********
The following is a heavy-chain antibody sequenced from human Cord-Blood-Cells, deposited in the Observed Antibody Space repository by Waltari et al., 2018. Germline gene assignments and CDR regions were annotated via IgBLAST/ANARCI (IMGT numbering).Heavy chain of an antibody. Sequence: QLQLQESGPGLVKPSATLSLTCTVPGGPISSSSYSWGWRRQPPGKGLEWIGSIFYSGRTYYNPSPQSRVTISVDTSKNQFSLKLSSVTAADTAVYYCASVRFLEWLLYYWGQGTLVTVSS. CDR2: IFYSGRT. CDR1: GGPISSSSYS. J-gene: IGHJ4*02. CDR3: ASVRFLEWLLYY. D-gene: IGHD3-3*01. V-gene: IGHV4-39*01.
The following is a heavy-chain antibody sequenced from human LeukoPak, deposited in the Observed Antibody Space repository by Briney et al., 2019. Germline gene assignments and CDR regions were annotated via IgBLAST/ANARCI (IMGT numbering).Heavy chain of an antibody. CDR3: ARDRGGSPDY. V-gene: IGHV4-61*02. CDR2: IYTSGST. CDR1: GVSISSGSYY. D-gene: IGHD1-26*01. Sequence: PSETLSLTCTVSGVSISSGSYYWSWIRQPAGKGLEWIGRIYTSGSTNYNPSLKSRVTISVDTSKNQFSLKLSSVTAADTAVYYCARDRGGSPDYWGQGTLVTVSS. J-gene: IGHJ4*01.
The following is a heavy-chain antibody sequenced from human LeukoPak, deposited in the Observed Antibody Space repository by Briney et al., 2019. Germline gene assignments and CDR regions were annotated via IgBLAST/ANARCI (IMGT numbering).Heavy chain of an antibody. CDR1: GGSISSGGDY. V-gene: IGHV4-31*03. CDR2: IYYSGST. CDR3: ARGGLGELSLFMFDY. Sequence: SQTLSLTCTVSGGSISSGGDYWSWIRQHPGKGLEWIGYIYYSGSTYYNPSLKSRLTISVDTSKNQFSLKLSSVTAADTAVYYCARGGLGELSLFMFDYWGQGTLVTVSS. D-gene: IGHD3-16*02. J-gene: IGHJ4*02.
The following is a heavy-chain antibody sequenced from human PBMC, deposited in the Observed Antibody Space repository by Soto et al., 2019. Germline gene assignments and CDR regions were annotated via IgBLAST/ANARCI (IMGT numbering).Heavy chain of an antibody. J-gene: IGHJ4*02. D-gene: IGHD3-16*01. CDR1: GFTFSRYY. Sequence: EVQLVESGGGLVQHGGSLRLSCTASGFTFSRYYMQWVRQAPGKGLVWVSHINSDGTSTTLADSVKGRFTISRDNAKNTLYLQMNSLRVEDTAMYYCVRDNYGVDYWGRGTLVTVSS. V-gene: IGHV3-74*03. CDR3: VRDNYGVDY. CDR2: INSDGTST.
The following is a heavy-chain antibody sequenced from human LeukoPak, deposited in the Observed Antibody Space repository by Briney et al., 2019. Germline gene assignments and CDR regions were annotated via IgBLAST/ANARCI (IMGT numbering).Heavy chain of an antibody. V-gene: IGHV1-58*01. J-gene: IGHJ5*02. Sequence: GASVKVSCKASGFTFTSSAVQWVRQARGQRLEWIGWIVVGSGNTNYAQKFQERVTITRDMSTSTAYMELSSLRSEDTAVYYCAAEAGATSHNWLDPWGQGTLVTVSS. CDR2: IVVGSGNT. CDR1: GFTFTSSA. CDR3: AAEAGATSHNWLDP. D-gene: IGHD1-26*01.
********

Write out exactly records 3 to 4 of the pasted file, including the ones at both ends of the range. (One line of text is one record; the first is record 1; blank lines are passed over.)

The following is a heavy-chain antibody sequenced from human LeukoPak, deposited in the Observed Antibody Space repository by Briney et al., 2019. Germline gene assignments and CDR regions were annotated via IgBLAST/ANARCI (IMGT numbering).Heavy chain of an antibody. CDR1: GGSISSGGDY. V-gene: IGHV4-31*03. CDR2: IYYSGST. CDR3: ARGGLGELSLFMFDY. Sequence: SQTLSLTCTVSGGSISSGGDYWSWIRQHPGKGLEWIGYIYYSGSTYYNPSLKSRLTISVDTSKNQFSLKLSSVTAADTAVYYCARGGLGELSLFMFDYWGQGTLVTVSS. D-gene: IGHD3-16*02. J-gene: IGHJ4*02.
The following is a heavy-chain antibody sequenced from human PBMC, deposited in the Observed Antibody Space repository by Soto et al., 2019. Germline gene assignments and CDR regions were annotated via IgBLAST/ANARCI (IMGT numbering).Heavy chain of an antibody. J-gene: IGHJ4*02. D-gene: IGHD3-16*01. CDR1: GFTFSRYY. Sequence: EVQLVESGGGLVQHGGSLRLSCTASGFTFSRYYMQWVRQAPGKGLVWVSHINSDGTSTTLADSVKGRFTISRDNAKNTLYLQMNSLRVEDTAMYYCVRDNYGVDYWGRGTLVTVSS. V-gene: IGHV3-74*03. CDR3: VRDNYGVDY. CDR2: INSDGTST.